There are some days when you remember why you teach. Today, was that day.
I had my students recall, well basically write a list of the things they cherished. It went so well, that looking back, I could almost cry. I told them to write a list of three to five things that they valued. It went so well. Did I tell you that already? The first breakthrough didn't come in my second period advanced class. No, it came in third period with my bugger heads. Oh, boy, I should not have said that but it is true. They talk out of turn all the time saying, "Look at me! Look at me!" Yet today, for some reason they were listening. I set guidelines. If they couldn't say anything nice, not to say anything. I started getting the usual iPods, PS3s, their pets, and Gia said, "guinea pigs." and I asked her about her guinea pigs. You see my daughter Rosangela, had once had a guinea big named Prince and well he lived what I thought was a long time and often getting out of his cage and going on adventures. Rosita would even would let him roam around her shirt. She loved Prince and I guess telling Gia about that encouraged her. Gia's, guinea pigs had lived for four years. So I told her she must have taken real good care of them. More kids shared from their list and then quiet Gia raised her hand again. I almost didn't call on her again but since she doesn't talk often I thought what the heck.
That is when it happened. She voiced, "I value my dad. He is the one person who loves me unconditionally. After I lost my mother, he is the only person I know that loves me without reservation." She added," in this day and age when kids don't value their parents, I love my dad!" She just let them have it. Then she just talked a little bit more and everyone was glued to their seats. Gia the soft spoken one said the truth! I thanked her for enriching our class. I told her that she had just brought value to our class. Then the kids clapped. That was third period.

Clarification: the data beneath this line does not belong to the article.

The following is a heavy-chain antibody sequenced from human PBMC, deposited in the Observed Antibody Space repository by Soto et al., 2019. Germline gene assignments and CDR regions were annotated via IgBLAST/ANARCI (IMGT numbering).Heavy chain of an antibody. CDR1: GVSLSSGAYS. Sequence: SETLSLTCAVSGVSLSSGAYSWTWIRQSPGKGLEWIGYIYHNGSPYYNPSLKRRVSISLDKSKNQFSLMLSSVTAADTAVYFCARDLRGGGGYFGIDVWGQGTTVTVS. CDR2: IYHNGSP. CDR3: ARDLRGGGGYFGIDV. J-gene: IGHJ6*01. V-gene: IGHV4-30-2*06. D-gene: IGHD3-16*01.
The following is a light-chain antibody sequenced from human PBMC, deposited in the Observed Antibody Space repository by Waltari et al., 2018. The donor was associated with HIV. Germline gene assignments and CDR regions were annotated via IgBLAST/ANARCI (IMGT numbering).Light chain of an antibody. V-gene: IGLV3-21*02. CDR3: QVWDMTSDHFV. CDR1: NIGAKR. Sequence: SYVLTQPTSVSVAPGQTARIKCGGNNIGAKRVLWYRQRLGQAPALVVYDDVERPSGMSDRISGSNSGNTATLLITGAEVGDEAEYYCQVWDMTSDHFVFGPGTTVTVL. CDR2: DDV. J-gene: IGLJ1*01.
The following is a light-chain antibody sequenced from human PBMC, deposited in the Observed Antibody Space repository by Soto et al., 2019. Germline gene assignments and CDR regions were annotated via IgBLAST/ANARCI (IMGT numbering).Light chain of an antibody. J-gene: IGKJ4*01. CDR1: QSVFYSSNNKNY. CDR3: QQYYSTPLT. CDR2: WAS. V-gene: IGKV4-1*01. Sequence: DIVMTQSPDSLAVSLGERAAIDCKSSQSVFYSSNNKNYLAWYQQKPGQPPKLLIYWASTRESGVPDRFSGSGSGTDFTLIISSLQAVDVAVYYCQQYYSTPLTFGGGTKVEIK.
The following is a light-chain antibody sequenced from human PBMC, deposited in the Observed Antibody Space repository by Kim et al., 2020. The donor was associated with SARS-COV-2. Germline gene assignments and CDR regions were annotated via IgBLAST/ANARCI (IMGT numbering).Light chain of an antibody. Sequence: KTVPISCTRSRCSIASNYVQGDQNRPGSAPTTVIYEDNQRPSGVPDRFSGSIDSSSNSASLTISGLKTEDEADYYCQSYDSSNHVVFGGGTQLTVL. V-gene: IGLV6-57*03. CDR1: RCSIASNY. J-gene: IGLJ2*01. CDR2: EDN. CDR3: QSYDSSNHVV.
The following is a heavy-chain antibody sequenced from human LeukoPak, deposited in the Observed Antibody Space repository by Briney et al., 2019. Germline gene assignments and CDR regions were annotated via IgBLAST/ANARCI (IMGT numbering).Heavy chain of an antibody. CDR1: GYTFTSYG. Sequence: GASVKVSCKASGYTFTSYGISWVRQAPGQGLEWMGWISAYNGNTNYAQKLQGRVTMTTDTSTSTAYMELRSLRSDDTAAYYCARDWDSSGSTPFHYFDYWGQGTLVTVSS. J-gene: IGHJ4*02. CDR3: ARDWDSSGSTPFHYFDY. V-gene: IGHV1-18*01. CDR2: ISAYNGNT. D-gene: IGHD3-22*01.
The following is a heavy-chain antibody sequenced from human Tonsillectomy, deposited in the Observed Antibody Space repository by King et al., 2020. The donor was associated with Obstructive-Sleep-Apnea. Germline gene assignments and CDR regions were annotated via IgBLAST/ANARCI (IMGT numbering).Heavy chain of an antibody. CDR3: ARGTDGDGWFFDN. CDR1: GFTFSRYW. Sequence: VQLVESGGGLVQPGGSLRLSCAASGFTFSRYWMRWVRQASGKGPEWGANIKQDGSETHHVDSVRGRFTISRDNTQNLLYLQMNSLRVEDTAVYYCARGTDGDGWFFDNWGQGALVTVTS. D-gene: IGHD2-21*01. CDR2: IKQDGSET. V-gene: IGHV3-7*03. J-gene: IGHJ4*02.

Fourth, fifth, sixth periods, were more of the same. Not as dramatic, but by then I had figured out that what they had put on their lists was reflective of who they were as people and that even if they had not realized it, all the objects they named were either connected to someone they loved or a personality trait or talent they held dear. Some loved their sheet music, others cherished, a kitchen or a house because of the safety, warmth, food or security they received there. There was Klaryssa who loved her father's big ole Ford truck. She said he had had it as long as she had been alive and that they had gone on adventures and mud riding in it. It was her connection to her dad. She talked around it but suddenly, she knew why she loved the truck.
We live in metaphors.
Then, came seventh period made up of my disjointed come lately advanced students. One student mentioned his iPod, another his house, while a lot of them cherished internet service and realized that it was their connection to their social world. We talked about how we were meant to be closely knit together.
Then came Yasmine. She said that she loved a gold chain, and I said, "Oh, a family heirloom," and she said no.
"No, not this chain." She added, "This chain came to me from my mother as she was dying and handed to me. It is the only thing I have left from my mother. " It meant the world to her.
I can't explain it. We sometimes have great days. I have taught this same lesson before but today. What did I do differently? I let them talk and I really listened.
My goodness. What did this mean for my class? No more shallowness that is for sure. The drapes have been drawn back, the light has come in, and for the first time in a long time, my students found their voices. Only because I asked them about what they treasured and I listened.
I am so glad I did.